|Preferred IUPAC name
3D model (JSmol)
CompTox Dashboard (EPA)
|Molar mass||177.29 g/mol|
Except where otherwise noted, data are given for materials in their standard state (at 25 °C [77 °F], 100 kPa).
|what is ?)(|
Sulforaphane (sometimes sulphoraphane in British English) is a compound within the isothiocyanate group of organosulfur compounds. It is obtained from cruciferous vegetables such as broccoli, Brussels sprouts, and cabbages. It is produced when the enzyme myrosinase transforms glucoraphanin, a glucosinolate, into sulforaphane upon damage to the plant (such as from chewing or boiling during food preparation), which allows the two compounds to mix and react. Young sprouts of broccoli and cauliflower are particularly rich in glucoraphanin.
Glucoraphanin, the glucosinolate precursor to sulforaphane
Occurrence and isolation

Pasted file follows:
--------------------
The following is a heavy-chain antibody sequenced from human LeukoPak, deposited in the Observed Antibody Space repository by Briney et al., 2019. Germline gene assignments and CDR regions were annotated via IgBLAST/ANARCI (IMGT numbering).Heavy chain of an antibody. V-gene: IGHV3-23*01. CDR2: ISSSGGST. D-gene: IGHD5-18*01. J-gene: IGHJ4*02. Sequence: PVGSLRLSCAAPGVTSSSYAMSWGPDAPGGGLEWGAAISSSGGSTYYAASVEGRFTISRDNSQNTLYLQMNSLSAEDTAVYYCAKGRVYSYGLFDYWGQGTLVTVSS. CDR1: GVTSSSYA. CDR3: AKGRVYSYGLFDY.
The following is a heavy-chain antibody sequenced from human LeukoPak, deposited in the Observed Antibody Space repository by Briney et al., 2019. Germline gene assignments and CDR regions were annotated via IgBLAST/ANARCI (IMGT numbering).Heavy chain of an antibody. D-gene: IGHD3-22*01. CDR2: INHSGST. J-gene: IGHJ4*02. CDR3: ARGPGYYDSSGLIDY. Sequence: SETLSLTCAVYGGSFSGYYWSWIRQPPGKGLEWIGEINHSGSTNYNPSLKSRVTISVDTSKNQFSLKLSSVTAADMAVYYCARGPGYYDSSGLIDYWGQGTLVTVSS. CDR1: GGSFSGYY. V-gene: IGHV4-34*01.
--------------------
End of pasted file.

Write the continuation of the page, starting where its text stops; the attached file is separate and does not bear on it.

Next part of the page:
Sulforaphane occurs in broccoli sprouts, which, among cruciferous vegetables, have the highest concentration of glucoraphanin, the precursor to sulforaphane. It is also found in cabbage, cauliflower, Brussels sprouts, bok choy, kale, collards, mustard greens, and watercress.
- "Isothiocyanates". Micronutrient Information Center, Linus Pauling Institute, Oregon State University. March 2017. Retrieved 19 November 2018.
- Houghton, C. A.; Fassett, R. G.; Coombes, J. S. (2013). "Sulforaphane: Translational research from laboratory bench to clinic". Nutrition Reviews. 71 (11): 709–26. doi:10.1111/nure.12060. PMID 24147970.
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